TITLE

Pee Wee Harris LOOKS AT AQUATICS

PUB. DATE
July 2013
SOURCE
Boys' Life;Jul2013, Vol. 103 Issue 7, p44
SOURCE TYPE
Periodical
DOC. TYPE
Article
ABSTRACT
The comic strip "Pee Wee Harris Looks at Aquatics," by Mike Adair is presented.
ACCESSION #
88008301

 

Related Articles

  • Seaside Sillies. Musselman, Kelly // Fun For Kidz;Jul/Aug2005, Vol. 4 Issue 4, p37 

    Presents jokes about ocean and marine animals.

  • Sea spooks. Walsh, K.; Hansen, B.A. // Ranger Rick;Oct90, Vol. 24 Issue 10, p44 

    Presents photos and information about undersea creatures. Dragon moray and bat fish; Ghost crab and vampire squid; Dead man's fingers and the devilfish.

  • UFOs! Walsh, K. // Ranger Rick;Dec91, Vol. 25 Issue 12, p20 

    Presents photos and information about underwater floating objects, or strange little creatures of the sea. Comb jelly, a jellyfish; Glass jellyfish; Nudibranch or Sea slug; Barnacles; Baby squid; Shrimp; Sea urchin; All less than two inches long.

  • Stars of the sea. Walsh, Kathy; Bavendam, Fred // Ranger Rick;May93, Vol. 27 Issue 5, p32 

    Focuses on some of the brightest stars who are `shining' right here on Earth--sea stars. How sea stars move; The tiny spines that cover their skin; How sea stars regrow a lost arm; What sea stars eat; What eats sea stars; More.

  • One fish, two fish.  // Ecos;Autumn96, Issue 87, p15 

    Focuses on the Ecology Lab Pty. Ltd.'s surveys of the wetlands, creeks and deep-water habitats at Homebush Bay, Australia. Amazing diversity in fish and animals living in watery regions of the area.

  • Feather stars. Prescott, Lyle; Bavendam, Fred // Ranger Rick;Jul98, Vol. 32 Issue 7, p4 

    Features the underwater animals called feather stars. Food gathering techniques; Locomotion; Colors; Coexistence with tiny creatures and fishes.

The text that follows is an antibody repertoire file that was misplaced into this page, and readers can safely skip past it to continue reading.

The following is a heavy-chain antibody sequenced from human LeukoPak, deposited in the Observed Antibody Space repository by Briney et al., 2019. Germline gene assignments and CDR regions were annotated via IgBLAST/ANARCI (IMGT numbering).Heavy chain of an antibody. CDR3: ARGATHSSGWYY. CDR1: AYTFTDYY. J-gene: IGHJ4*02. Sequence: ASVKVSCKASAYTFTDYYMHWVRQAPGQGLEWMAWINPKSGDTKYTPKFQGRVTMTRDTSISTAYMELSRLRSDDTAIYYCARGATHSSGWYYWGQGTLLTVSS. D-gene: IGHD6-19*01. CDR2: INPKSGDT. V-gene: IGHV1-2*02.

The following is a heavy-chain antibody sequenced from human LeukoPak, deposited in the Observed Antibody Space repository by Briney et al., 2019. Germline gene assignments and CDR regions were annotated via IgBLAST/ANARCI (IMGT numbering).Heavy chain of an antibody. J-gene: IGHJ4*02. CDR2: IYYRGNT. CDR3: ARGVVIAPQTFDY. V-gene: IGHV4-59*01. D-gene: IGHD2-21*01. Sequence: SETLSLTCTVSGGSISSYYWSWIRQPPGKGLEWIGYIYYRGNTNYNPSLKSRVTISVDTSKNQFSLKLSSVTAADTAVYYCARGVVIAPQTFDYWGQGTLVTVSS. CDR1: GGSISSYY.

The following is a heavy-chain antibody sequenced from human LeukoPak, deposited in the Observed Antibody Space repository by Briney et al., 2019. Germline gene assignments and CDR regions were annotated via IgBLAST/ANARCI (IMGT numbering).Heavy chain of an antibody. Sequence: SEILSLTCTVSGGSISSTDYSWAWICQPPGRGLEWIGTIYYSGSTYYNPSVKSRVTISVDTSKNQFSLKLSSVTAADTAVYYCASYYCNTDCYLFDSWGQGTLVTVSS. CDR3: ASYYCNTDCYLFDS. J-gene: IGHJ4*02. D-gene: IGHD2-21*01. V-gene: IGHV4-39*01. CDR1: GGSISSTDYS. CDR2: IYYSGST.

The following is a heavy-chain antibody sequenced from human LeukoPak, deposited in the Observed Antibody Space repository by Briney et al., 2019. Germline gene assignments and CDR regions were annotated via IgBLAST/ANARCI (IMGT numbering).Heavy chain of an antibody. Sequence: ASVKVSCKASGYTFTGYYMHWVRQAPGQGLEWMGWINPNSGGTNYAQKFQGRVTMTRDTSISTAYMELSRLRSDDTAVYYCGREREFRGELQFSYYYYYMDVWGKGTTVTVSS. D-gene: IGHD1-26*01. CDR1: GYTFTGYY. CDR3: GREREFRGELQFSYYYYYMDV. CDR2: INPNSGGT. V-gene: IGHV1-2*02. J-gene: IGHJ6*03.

• Phenomena, comment and notes. Keller, W.E. // Smithsonian;Nov88, Vol. 19 Issue 8, p32 

    Discusses an ocean dwelling species of worm known as Diopatra cuprea. This marine group of worms, called polychaetes, was studied by the author at the Marine Biological Laboratory in Woods Hole, Mass.

  • Pteropod abduction as a chemical defence in a pelagic antarctic amphipod. McClintock, J.B.; Janssen, J. // Nature;8/2/1990, Vol. 346 Issue 6283, p462 

    Documents an example of an invertebrate that cannot defend itself chemically (an amphipod), increasing its chances of survival by capturing and carrying a species that can (a pteropod). Methods; Results; Discussion.

  • Bottoms up for the oceans. May, R.M. // Nature;5/28/1992, Vol. 357 Issue 6376, p278 

    Discusses an article published by Grassle and Maciolek in `American Naturalist,' in which they say that the marine `macrofauna' may number 10 million species. Molluscs, crustaceans and polychaete worms; Details of their study; Concerns about long-distance dispersal; More.

Share

Read the Article

Courtesy of VIRGINIA BEACH PUBLIC LIBRARY AND SYSTEM

Sorry, but this item is not currently available from your library.

Try another library?
Sign out of this library

Other Topics